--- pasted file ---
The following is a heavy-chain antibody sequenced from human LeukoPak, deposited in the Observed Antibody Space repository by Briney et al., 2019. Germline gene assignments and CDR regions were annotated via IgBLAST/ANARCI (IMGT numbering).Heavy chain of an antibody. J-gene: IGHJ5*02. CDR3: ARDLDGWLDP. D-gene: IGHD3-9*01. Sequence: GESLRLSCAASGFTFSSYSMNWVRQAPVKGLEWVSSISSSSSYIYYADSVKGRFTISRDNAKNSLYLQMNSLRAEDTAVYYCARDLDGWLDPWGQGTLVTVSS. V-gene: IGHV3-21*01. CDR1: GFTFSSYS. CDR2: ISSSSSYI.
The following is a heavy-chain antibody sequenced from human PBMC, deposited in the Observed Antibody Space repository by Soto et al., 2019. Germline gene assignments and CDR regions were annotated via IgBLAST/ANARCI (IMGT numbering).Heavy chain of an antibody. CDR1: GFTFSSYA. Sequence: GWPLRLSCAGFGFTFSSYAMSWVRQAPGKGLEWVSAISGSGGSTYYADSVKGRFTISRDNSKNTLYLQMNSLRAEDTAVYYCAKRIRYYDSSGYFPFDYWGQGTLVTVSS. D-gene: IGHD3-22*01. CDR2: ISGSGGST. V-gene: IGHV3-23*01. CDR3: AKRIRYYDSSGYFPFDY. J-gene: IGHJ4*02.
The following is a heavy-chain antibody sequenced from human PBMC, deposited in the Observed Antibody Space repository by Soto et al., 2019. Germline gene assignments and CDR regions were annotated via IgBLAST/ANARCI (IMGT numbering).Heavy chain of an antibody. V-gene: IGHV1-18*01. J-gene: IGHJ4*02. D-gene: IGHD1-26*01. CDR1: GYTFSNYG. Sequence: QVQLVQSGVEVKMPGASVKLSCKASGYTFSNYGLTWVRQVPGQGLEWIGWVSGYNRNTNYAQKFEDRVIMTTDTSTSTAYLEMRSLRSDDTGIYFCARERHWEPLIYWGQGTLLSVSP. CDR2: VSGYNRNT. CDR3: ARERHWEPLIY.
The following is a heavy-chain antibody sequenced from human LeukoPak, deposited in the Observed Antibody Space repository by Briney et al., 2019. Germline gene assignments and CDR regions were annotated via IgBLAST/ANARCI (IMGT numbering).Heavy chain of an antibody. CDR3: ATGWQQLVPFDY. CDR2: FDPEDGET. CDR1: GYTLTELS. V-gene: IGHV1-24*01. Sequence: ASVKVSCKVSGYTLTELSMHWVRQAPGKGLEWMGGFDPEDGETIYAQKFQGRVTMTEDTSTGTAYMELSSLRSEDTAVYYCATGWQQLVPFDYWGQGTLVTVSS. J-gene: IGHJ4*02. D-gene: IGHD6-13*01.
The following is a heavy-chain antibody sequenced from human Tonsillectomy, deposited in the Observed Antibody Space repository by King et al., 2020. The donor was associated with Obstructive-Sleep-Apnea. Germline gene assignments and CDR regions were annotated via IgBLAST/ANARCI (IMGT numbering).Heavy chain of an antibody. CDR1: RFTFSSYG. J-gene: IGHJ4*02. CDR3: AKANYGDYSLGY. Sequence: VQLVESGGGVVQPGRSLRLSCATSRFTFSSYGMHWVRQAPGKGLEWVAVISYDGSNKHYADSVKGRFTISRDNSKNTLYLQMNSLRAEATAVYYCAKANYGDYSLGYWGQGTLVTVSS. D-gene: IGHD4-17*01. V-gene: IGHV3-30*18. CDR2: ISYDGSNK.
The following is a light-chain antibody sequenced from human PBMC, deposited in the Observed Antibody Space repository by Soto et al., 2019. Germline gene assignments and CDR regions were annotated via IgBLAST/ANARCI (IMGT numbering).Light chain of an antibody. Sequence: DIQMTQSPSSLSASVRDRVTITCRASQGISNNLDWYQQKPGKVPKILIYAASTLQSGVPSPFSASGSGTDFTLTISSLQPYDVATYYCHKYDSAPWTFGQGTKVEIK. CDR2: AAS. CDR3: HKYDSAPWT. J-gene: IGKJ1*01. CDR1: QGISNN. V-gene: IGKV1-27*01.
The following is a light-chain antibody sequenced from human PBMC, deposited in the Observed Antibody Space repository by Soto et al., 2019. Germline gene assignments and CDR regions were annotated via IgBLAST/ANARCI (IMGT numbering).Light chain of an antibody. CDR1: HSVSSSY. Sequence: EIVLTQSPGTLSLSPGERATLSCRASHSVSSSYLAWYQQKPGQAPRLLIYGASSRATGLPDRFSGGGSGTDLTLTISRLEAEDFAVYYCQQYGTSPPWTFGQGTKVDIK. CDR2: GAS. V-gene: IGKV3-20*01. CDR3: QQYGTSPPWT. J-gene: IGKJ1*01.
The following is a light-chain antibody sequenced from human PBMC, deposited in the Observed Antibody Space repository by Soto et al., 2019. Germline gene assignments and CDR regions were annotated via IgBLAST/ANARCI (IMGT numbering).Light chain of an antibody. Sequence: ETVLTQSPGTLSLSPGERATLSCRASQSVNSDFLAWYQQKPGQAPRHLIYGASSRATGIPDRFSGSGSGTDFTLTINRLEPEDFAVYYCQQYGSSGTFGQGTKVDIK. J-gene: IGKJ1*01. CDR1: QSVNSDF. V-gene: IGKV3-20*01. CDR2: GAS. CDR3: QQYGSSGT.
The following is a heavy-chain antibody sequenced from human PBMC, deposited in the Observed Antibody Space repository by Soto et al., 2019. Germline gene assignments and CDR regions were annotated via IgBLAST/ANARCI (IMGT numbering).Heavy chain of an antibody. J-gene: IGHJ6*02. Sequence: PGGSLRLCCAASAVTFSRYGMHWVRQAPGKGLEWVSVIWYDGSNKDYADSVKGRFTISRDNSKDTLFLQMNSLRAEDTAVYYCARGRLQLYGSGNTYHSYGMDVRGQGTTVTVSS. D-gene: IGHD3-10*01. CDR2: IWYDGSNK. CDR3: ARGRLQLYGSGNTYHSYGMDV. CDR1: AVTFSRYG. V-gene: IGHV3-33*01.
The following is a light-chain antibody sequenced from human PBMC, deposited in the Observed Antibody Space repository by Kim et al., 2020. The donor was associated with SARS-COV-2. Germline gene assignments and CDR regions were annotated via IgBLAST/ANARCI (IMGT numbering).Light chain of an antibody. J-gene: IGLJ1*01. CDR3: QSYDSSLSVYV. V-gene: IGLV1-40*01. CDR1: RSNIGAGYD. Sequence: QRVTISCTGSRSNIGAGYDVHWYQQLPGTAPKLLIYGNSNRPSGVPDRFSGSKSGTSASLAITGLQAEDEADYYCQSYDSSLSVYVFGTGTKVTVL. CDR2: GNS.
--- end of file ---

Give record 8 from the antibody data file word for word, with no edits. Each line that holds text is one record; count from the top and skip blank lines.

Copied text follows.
The following is a light-chain antibody sequenced from human PBMC, deposited in the Observed Antibody Space repository by Soto et al., 2019. Germline gene assignments and CDR regions were annotated via IgBLAST/ANARCI (IMGT numbering).Light chain of an antibody. Sequence: ETVLTQSPGTLSLSPGERATLSCRASQSVNSDFLAWYQQKPGQAPRHLIYGASSRATGIPDRFSGSGSGTDFTLTINRLEPEDFAVYYCQQYGSSGTFGQGTKVDIK. J-gene: IGKJ1*01. CDR1: QSVNSDF. V-gene: IGKV3-20*01. CDR2: GAS. CDR3: QQYGSSGT.